1.2 million People die each year as a result of road accidents; that averages out at one person every fifteen minutes. This emphasises the importance of maintaining concentration at all times and not being distracted.
MoneySupermarket.com has therefore conducted research to find the ten biggest distractions which motorists face when they are behind the wheel:
Just managing to get into the top ten with it being named by 1% of those questioned as a driving distraction is Twitter.
Tweeting or checking other people’s Twitter updates is surely even more dangerous than talking on the phone when driving, something which is illegal and those caught conducting this action will be issued with financial penalties.
Proof of this came with the death of celebrity plastic surgeon Dr Frank Ryan, who lost his life in a car accident last year. It is believed that he had been tweeting at the time of the accident.
175 million people world wide currently have a Facebook account according to statistics released by the company. It is therefore perhaps surprising that only 2% of those questioned admitted to having used Facebook while driving.
This figure is likely to grow in the coming years as the number of people who own phones that have social networking capabilities increases.
It appears that motorists are a vain bunch, with 5% admitting to having applied cosmetic products while driving.
However, another survey by Lovelyish.com revealed that nearly 1/5th of female motorists regularly apply make-up while driving. The real number of motorists who are actually guilty of falling foul of this distraction is therefore likely to be far higher.
Perhaps the most shocking finding from this survey is that 5% of motorists have started to fall asleep while behind the wheel at least once in their lives. This not only endangers the driver’s life, but also the lives of fellow road-users and even pedestrians.
You should therefore avoid driving while suffering from fatigue if you feel that falling asleep is a very real possibility. It simply isn’t worth endangering your own life or that of others.
Social networking applications on mobile phones have already helped Facebook and Twitter make it onto this list for the first time.
It is therefore perhaps unsurprising that the more established mobile phone medium of texting has also made an appearance; with 16% of motorists admitting to having committed this crime.
5. Being a spectator
21% of drivers admitted to having taken their eyes off the road in order to take a closer look at an accident involving other road users despite the fact that it greatly increases the statistical likelihood of becoming involved in a road accident themselves.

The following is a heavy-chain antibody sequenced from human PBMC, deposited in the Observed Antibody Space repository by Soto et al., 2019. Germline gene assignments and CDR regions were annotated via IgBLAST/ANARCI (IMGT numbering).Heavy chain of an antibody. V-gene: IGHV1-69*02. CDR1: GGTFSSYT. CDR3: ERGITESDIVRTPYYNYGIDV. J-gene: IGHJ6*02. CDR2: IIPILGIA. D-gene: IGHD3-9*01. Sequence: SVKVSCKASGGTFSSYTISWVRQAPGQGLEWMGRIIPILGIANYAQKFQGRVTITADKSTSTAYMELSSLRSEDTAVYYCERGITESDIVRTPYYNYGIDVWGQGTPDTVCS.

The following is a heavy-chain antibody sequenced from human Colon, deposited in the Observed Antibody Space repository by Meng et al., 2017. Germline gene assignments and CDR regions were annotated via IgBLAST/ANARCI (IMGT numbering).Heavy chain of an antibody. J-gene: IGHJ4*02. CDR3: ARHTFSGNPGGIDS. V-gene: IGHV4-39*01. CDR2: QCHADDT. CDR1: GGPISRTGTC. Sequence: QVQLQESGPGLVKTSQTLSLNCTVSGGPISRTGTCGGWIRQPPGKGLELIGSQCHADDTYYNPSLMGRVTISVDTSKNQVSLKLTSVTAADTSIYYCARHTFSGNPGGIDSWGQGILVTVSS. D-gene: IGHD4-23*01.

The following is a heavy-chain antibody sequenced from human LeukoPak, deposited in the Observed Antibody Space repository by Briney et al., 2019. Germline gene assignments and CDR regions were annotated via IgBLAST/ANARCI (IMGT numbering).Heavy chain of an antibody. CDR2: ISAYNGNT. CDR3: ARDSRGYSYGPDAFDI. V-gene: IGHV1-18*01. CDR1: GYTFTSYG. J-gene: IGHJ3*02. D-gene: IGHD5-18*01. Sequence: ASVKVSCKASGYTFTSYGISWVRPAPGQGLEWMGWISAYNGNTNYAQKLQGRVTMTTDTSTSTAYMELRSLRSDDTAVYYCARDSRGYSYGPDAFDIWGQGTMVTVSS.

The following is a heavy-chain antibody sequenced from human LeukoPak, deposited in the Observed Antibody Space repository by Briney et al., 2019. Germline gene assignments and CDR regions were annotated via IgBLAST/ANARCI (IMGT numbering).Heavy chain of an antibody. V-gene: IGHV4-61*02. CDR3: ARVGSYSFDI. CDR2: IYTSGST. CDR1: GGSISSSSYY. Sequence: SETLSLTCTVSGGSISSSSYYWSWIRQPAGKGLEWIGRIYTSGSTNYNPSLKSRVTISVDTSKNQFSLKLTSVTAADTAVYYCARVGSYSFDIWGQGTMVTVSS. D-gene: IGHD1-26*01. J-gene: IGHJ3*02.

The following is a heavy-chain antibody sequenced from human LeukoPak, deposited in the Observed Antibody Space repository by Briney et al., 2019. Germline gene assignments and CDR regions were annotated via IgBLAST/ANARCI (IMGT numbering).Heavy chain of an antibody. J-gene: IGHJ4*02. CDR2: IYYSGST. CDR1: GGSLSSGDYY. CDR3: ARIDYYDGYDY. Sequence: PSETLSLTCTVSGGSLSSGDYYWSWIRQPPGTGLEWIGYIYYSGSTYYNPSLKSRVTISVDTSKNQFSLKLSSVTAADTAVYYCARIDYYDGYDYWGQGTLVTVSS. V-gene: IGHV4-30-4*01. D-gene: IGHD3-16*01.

This is also the reason why there tends to be such heavy traffic congestion when passing an accident scene, even after the vehicles involved have been safely moved to the side of the road.
So far mobile phones have been responsible for the presence of social networks and texting on the list. It is therefore unsurprising to find that 23% of those surveyed admitted to having made or taken phone calls while driving.
Motorists who are caught using their phones while driving by police are liable to be issued with financial penalties and will also have points added to their driving records.
Over 51% of the motorists surveyed admitted that they regularly consume food while driving.
This is something that people don’t generally consider to be dangerous, but it does require the driver to only use one hand in order to operate the steering wheel, gear stick and hand brake.
A similar number of people also admitted to drinking while behind the wheel. It should be noted that this does not include drinks of the alcoholic variety.
Nevertheless, this still requires the driver to dilute their concentration on the road and use one less hand in order to control the car.
The MoneySupermarket.com survey revealed that the biggest distraction motorists currently face is music; which was named by 61% of those surveyed.
This has been an issue for many years thanks to cars being equipped with radios and CD/cassette players. However, there are now an increasing number of motorists who are using their iPods or iPhones to supply the music as they drive along. This is more dangerous as it requires more of the driver’s attention to operate.